In a letter to the House of Representatives leaders on Wednesday, over 100 racial and civil liberties groups called on Congress to end federal funding for surveillance technologies that police used to spy on activists and demonstrators. In New York City Council voted for the Law on Public Supervision of Surveillance Technology (POST), a bill requiring the New York City Police Department (NYPD) to disclose the use of surveillance. Detroit residents and activists crowded the city council to reject a contract that would expand the use of facial recognition by local law enforcement agencies.
Prior to such legislation, some providers have voluntarily committed to terminate or interrupt their relationships with police authorities. Amazon and Microsoft said they would stop selling facial recognition solutions to law enforcement officials, at least temporarily, citing lack of regulation. IBM announced that it would end its general facial recognition business, and Foursquare, a location technology platform used by a number of mobile apps and services, has decided not to provide analytics on data from recent protests.
While this appears to be a step in the right direction, a healthy dose of skepticism about the intentions of these companies is warranted. Technology giants quickly attribute their actions (or reactions) to noble concerns, but tax or political motivations often play a role. Deborah Raji, a technology officer at AI Now Institute, found that IBM had silently removed facial recognition features from its APIs last falland the Associated Press reported that the company's decision "is unlikely to affect the bottom line." And Amazon is under increasing pressure from regulators, consumers, shareholders, and employees as its recognition cloud service continues to be sold to the police.
Even companies that appear to have fewer horses in the race may not act out of the goodness of their hearts. Microsoft, whose president Brad Smith recently described the company's position on the use of facial recognition as "in principle," had already tried to sell its facial recognition technology to the U.S. Drug Enforcement Administration in 2017 Emails received from the American Civil Liberties Union. A report from Intercept and the National Institute's nonprofit investigative fund shows that IBM, in collaboration with the New York City Police Department (NYPD), has developed a system that allows officials to search for skin color, hair color, gender, age, and various factors.
Jathan Sadowski of OneZero, a postdoctoral fellow in Smart Cities at the University of Sydney, has a sentence by Chris Gilliard, professor at Macomb Community College, in one opened this week: "Black Power Wash." While moratoriums for the sale of surveillance technologies are more important than, for example, tweets against systemic racism, they are ultimately calculated decisions. If "doing good" is in the best interest of a company, it is essential to take such measures fail to meet ethical standards.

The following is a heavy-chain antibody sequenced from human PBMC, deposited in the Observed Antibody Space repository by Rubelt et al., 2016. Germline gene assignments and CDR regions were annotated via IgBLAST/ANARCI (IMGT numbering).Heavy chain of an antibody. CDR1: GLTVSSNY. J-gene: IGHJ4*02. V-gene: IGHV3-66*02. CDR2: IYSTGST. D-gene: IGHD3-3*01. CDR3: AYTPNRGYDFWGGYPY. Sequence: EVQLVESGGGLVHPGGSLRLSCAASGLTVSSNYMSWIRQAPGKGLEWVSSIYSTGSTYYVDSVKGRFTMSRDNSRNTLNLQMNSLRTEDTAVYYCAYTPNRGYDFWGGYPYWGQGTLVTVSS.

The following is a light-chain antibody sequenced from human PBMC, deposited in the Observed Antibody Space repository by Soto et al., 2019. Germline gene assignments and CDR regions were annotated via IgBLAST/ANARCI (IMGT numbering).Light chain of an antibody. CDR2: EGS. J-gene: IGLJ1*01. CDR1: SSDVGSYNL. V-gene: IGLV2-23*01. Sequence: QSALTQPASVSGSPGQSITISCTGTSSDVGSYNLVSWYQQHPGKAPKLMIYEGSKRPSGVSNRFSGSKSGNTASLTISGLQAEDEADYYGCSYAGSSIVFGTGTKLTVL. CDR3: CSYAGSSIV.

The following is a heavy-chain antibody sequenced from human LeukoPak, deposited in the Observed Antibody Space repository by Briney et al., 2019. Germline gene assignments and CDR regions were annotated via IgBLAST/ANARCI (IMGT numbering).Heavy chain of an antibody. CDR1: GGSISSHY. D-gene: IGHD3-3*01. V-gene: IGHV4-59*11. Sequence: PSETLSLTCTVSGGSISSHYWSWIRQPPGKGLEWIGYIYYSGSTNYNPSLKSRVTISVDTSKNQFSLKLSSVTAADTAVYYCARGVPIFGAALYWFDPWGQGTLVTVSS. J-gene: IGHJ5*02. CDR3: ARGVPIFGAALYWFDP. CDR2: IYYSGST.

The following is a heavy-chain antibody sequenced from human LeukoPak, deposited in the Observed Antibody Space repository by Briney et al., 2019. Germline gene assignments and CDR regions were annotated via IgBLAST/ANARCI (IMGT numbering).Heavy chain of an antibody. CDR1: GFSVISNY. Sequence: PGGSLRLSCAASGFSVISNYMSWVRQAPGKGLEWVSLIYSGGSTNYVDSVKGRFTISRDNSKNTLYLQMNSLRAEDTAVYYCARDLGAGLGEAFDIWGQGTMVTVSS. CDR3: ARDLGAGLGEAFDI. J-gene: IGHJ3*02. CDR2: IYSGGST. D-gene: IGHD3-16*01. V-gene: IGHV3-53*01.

Sadowski advocates holding companies accountable by dismantling police surveillance infrastructure, from Stingray devices for tracking mobile phones and real-time analytics to predictive algorithms and data acquisition systems. He claims that, on the one hand, they are deeply flawed at a technological level. Using facial recognition as an example, a study by the National Institute for Standards and Technology (NIST) last December found that systems misidentified blacks more often than whites groundbreaking work on facial recognition technologies by Raji, Joy Buolamwini, Timnit Gebru and Helen Raynham, who came to the same conclusion.
The POST law – and the 13 similar laws passed by cities across the country – are a positive step. This also applies to regulations on the use of drones by law enforcement agencies in 44 states. the face recognition bans in San Francisco, Oakland, Somerville, Brookline and San Diego; and the reform law proposed by the Democrats of both Congress Houses, which contains restrictions on the use of police cameras. All of these measures prevent companies like Palantir, Ring, Clearview AI – and to a lesser extent Microsoft, Google and Amazon – from entering into contracts that violate the rights of ordinary people.
"The existing order of power is unsustainable," writes Sadowski. “The companies that have benefited from (surveillance) technologies and the governments that have used them against the public have no moral authority to tell us what to keep and what to dispose of. The dismantling of the police machinery is a necessary method to counter the forms of power that are managed through this infrastructure. "
This increasingly seems to be the best option.
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